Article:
Brain tissue oxygen amperometry in behaving rats demonstrates functional dissociation of dorsal and ventral hippocampus during spatial processing and anxiety.
Damage to a brain region called the hippocampus impairs spatial memory and also reduces anxiety. In this study, we simultaneously recorded activity from two different areas of the hippocampus, and found that the dorsal region was more active during spatial processing whereas the ventral region was more active during anxiety. We conclude there is a regional segregation of hippocampal function.
Traditionally, the function of the hippocampus (HPC) has been viewed in unitary terms, but there is growing evidence that the HPC is functionally differentiated along its septotemporal axis. Lesion studies in rodents and functional brain imaging in humans suggest a preferential role for the septal HPC in spatial learning and a preferential role for the temporal HPC in anxiety. To better enable cross-species comparison, we present an in vivo amperometric technique that measures changes in brain tissue oxygen at high temporal resolution in freely-moving rats. We recorded simultaneously from the dorsal (septal; dHPC) and ventral (temporal; vHPC) HPC during two anxiety tasks and two spatial tasks on the radial maze. We found a double-dissociation of function in the HPC, with increased vHPC signals during anxiety and increased dHPC signals during spatial processing. In addition, dHPC signals were modulated by spatial memory demands. These results add a new dimension to the growing consensus for a differentiation of HPC function, and highlight tissue oxygen amperometry as a valuable tool to aid translation between animal and human research.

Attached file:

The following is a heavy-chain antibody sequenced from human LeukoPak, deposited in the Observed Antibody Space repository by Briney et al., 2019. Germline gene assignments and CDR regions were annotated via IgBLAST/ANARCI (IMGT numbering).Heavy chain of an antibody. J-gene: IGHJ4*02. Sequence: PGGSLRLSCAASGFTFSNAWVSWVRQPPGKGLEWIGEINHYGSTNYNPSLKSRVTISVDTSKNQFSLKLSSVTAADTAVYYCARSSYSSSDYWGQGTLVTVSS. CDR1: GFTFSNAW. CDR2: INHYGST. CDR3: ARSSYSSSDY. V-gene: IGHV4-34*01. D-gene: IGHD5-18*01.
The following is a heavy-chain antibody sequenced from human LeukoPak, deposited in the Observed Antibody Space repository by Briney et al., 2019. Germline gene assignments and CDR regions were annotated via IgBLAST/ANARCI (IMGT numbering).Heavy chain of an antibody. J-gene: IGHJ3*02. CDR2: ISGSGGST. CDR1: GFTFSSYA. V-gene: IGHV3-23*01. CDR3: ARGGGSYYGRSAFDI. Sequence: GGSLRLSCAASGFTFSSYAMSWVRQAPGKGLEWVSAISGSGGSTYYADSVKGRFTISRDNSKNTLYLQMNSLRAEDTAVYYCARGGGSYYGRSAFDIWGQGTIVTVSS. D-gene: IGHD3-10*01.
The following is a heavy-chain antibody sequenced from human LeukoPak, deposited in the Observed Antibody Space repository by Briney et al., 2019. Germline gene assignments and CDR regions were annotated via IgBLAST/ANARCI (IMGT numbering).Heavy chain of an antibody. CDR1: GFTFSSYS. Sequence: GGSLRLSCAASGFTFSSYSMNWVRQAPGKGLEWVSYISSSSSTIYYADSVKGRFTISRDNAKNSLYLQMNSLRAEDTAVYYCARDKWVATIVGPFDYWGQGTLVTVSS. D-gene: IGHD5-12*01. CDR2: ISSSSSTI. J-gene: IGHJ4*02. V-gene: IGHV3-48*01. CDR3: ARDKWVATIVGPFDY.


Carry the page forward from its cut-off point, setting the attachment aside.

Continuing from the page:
2011.Eur. J. Neurosci., 33(2):322-37.